[swift-evolution] [Review] Tuple comparison operators (was: Add a Lazy flatMap for Sequences of Optionals)

Kevin Ballard kevin at sb.org
Tue Dec 22 23:10:26 CST 2015

On Tue, Dec 22, 2015, at 08:13 PM, Guillaume Lessard via swift-evolution wrote:
> > On 22 déc. 2015, at 19:40, Dave Abrahams <dabrahams at apple.com> wrote:
> > 
> > It’s very convenient for “<“ to correspond to the standard strict-weak ordering for a type where possible.  
> Convenient maybe. Is it advisable for a standard library feature? Doubtful.
> This is about the definition of <. It means “less than”.
> This is why operator overloading has a bad reputation.

Comparable (and therefore <) in Swift is already defined as the strict total order (which is a strict-weak ordering). Granted, that's actually not true for the Comparable implementation of Float, Double, and CGFloat (NaN breaks this and turns it into a partial order), but it's a convenient fiction to ignore that (especially because NaN breaks so much of existing floating-point code that it doesn't really matter all that much that it breaks Comparable too).

Given that Comparable already must be a strict total order, it makes a lot of sense to provide Comparable for the standard strict-weak ordering (i.e. strict total order) for a type whenever we can.

I'm still not sure what your actual fundamental objection here is, because the alternative is to not support Comparable at all for tuples, which doesn't help anybody.

> I don’t dispute the *usefulness* of the proposed feature; I dispute its proposed *name*.
> Is ordering tuples needed so often that unclear nomenclature is advisable? No!
> Back to fundamentals: (slightly paraphrased from api-design-guidelines)
> - Clarity at the point of use is most important.
> - Clarity is more important than brevity.
> - Promote clear usage.
> < does *not* mean “is ordered before”.

Well yeah, it does. That is its definition. It _also_ means "is less than" when used on real numbers, but the definition of "is less than" is equivalent to "is ordered before" given the standard ordering for real numbers. But for most things beyond real numbers, "is less than" is not necessarily well-defined, whereas "is ordered before" often is. For example, the string "a" is not considered to be "less than" the string "b", but it is considered to be ordered before it.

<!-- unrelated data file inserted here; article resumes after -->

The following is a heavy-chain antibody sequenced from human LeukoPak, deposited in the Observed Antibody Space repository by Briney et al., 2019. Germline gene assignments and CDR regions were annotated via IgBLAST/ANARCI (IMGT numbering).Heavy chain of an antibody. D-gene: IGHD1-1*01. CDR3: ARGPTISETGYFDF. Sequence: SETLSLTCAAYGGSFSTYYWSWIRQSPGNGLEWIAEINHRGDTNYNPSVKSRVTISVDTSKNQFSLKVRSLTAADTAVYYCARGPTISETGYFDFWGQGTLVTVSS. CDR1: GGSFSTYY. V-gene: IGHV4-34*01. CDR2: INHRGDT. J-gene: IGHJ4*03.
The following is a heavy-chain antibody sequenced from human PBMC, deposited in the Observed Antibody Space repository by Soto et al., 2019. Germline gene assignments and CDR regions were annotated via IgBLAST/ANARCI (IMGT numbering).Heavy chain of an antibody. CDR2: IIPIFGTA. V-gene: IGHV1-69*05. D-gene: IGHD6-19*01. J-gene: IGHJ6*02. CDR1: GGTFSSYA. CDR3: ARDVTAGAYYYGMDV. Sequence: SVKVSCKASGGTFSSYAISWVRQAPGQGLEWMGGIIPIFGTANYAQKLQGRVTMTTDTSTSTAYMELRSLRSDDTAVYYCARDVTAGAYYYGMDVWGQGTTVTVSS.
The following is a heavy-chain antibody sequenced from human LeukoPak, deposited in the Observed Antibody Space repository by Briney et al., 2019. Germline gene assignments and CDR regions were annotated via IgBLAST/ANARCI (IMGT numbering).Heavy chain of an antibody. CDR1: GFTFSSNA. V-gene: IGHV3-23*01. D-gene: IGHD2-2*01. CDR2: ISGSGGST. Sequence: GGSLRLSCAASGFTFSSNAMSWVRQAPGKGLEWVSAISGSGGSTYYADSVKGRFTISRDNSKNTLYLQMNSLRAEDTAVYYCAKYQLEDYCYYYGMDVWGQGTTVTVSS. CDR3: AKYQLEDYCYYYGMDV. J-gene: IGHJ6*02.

> < does *not* have a clear meaning with composite data.
> isOrderedBefore is a clear name.

isOrderedBefore is exactly what the < operator is.

> I know that Comparable is documented with respect to sorting; it is unfortunate. Sortable would be a better name, given the way it is documented. Note that (apart from String) the concrete Comparables in the stdlib are numbers, stand-ins for numbers (index) or entities referenced by numbers (code points). String is the salient exception.

Comparable is not defined based on sorting, it's defined based on the notion of a strict total order, which is a pretty standard way to define it (the other standard way is to define it using a strict partial order, but that removes the ability to use it for sorting; for example, the Rust language actually has two traits Ord as a strict total order and PartialOrd as a strict partial order, where PartialOrd defines < and Ord merely provides a bound for when strict total ordering is needed, such as in sorting which requires Ord instead of PartialOrd).

> The proposed change would redefine < and would be against convention.

Not only does it match the existing definition of <, but it also matches the behavior of every language I know of off the top of my head that provides tuples. This includes Rust, Haskell, OCaml, Erlang, and C++.

-Kevin Ballard

More information about the swift-evolution mailing list